High school student hybridizes her own indigo woad

British Columbia student Sarah Dalziel, who regularly wins medals in Canadian science fairs, is working on hybridizing the woad plant for maximum yield in harsh climates. Woad, which as you probably know was used by Boadicea to paint herself blue in early Celtic times, is an important source of indigo dye. Sarah is hybridizing it to survive in Canada’s tough short summers (her farm is in the interior mountains of BC near the US border), and she seems to be succeeding. How many people do something like this in high school? Sarah is obviously ambitious and wants to promote a BC fashion industry producing clothing from its own organically grown hemp dyed ecologically with organic woad. Photo above shows fabric dyed with her homegrown woad on Joybilee Farm in Greenwood, BC, where she lives and works. You can buy wool and dye and other products from the farm – visit or order here. I think it’s worth taking a road trip there if you’re in the interior of BC. Download their brochure. And follow the farm on Facebook.

On her Joybilee farm they’re also raising a Noah’s Ark of wool-bearing animals as you can see below (angora rabbits not shown).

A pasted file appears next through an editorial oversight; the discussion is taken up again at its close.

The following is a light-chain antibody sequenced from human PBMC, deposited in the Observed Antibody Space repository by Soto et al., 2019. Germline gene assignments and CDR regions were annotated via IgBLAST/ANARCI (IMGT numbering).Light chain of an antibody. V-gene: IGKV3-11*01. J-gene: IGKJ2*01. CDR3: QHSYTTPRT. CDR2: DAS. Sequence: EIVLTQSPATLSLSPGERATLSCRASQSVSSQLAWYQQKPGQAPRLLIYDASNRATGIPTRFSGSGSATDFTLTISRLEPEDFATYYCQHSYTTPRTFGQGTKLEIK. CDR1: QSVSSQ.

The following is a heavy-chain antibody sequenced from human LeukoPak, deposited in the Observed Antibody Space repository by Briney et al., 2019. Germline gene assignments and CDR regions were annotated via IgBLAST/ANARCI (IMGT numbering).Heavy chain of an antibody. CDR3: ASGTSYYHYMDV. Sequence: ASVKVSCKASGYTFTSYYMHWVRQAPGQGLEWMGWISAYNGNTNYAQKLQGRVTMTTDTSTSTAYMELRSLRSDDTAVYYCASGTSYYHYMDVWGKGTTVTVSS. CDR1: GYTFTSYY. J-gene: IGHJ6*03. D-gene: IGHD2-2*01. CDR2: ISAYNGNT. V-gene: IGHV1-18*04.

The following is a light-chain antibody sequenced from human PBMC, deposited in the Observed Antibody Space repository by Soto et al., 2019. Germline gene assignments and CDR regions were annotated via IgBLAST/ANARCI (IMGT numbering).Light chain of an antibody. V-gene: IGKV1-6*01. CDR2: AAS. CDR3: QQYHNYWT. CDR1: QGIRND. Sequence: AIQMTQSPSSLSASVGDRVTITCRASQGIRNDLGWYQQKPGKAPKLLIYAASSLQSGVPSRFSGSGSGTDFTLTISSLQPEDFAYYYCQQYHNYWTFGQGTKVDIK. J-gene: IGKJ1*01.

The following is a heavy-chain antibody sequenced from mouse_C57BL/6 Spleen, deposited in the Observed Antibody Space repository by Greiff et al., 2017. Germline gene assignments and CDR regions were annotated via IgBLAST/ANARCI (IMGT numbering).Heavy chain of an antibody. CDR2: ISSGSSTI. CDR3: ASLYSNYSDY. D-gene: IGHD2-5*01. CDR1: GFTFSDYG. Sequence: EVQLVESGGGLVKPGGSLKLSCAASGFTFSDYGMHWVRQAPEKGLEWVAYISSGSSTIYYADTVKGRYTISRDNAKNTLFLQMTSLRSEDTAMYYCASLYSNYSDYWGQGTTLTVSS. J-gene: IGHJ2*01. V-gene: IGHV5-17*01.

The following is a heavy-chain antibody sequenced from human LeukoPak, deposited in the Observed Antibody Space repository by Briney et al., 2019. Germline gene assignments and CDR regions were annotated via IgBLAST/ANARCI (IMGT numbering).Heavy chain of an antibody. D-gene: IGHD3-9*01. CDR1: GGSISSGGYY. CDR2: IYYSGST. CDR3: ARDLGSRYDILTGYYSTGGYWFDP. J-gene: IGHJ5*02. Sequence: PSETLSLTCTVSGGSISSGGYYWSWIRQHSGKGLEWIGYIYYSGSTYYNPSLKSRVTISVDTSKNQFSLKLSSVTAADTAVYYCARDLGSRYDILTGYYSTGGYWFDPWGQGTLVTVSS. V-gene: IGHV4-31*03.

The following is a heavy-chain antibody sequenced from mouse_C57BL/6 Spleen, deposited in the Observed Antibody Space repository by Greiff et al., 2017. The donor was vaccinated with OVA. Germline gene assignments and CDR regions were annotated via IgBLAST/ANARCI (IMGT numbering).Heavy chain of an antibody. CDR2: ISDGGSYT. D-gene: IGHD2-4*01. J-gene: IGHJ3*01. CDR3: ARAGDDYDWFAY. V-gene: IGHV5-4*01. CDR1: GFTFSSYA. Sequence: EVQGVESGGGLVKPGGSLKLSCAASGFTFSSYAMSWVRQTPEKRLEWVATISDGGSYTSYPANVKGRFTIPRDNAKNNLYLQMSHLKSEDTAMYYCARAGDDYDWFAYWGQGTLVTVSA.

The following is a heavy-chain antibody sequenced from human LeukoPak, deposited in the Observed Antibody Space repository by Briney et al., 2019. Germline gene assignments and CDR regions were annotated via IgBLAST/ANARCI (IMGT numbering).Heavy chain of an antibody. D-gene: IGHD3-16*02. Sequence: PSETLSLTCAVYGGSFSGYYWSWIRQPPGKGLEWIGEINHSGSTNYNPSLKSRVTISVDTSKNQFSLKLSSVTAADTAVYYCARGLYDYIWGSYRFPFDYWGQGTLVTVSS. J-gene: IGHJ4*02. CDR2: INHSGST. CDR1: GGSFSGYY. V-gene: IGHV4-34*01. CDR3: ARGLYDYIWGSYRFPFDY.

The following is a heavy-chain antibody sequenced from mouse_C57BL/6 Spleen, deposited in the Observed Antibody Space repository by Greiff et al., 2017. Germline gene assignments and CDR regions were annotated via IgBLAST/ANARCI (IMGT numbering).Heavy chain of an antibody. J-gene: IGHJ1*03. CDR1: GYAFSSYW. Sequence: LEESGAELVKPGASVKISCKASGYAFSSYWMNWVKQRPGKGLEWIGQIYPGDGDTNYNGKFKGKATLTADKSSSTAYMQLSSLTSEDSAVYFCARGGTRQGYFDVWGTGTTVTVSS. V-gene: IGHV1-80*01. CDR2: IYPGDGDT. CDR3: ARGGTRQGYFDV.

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2 Responses to “High school student hybridizes her own indigo woad”

  1. Kelly Perry Says:

    Hi Sarah I am doing a workshop free for the children in Kamloops, creating paint pigments from the Indigo, madder plants, would you know were one could get some and what the price might be.

    I am working with an artist from Toronto Chistopher Vandonkelaar we both create pigments
    and hope to create art using the environment . The workshop is an extension of an Exhibition called “Connecting the Dots” put on by Arnica Artist Run Centre, which functions on donations and volunteerism. We are also searching for the Cochineal bug which creates a red. Hopefully you will be able to help us. Many thanks Kelly

  2. LB Says:

    Kelly thanks for your comment but you are mistaking my blog for Sarah’s site perhaps? This is a design site and I have written about Sarah. Please use the link there to reach her. Thanks. She continues to do amazing work; I follow her on Facebook.

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